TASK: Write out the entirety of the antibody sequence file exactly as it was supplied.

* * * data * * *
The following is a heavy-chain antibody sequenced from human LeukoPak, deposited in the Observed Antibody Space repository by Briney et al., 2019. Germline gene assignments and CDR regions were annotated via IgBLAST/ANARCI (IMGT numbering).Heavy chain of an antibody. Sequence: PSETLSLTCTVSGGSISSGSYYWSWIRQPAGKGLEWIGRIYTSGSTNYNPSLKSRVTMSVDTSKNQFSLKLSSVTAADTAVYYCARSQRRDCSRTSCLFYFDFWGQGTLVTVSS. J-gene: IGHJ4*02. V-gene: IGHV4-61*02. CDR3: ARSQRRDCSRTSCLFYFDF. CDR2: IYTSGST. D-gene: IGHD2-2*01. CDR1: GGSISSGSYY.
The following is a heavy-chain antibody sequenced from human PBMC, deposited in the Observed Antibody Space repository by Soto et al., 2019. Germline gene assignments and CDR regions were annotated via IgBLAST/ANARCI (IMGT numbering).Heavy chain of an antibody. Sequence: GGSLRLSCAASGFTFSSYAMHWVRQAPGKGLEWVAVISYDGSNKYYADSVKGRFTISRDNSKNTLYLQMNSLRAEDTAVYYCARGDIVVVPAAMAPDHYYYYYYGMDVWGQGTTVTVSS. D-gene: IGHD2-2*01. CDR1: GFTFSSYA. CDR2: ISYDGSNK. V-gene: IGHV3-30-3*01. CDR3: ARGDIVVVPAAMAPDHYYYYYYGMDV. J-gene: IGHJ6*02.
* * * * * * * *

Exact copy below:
The following is a heavy-chain antibody sequenced from human LeukoPak, deposited in the Observed Antibody Space repository by Briney et al., 2019. Germline gene assignments and CDR regions were annotated via IgBLAST/ANARCI (IMGT numbering).Heavy chain of an antibody. Sequence: PSETLSLTCTVSGGSISSGSYYWSWIRQPAGKGLEWIGRIYTSGSTNYNPSLKSRVTMSVDTSKNQFSLKLSSVTAADTAVYYCARSQRRDCSRTSCLFYFDFWGQGTLVTVSS. J-gene: IGHJ4*02. V-gene: IGHV4-61*02. CDR3: ARSQRRDCSRTSCLFYFDF. CDR2: IYTSGST. D-gene: IGHD2-2*01. CDR1: GGSISSGSYY.
The following is a heavy-chain antibody sequenced from human PBMC, deposited in the Observed Antibody Space repository by Soto et al., 2019. Germline gene assignments and CDR regions were annotated via IgBLAST/ANARCI (IMGT numbering).Heavy chain of an antibody. Sequence: GGSLRLSCAASGFTFSSYAMHWVRQAPGKGLEWVAVISYDGSNKYYADSVKGRFTISRDNSKNTLYLQMNSLRAEDTAVYYCARGDIVVVPAAMAPDHYYYYYYGMDVWGQGTTVTVSS. D-gene: IGHD2-2*01. CDR1: GFTFSSYA. CDR2: ISYDGSNK. V-gene: IGHV3-30-3*01. CDR3: ARGDIVVVPAAMAPDHYYYYYYGMDV. J-gene: IGHJ6*02.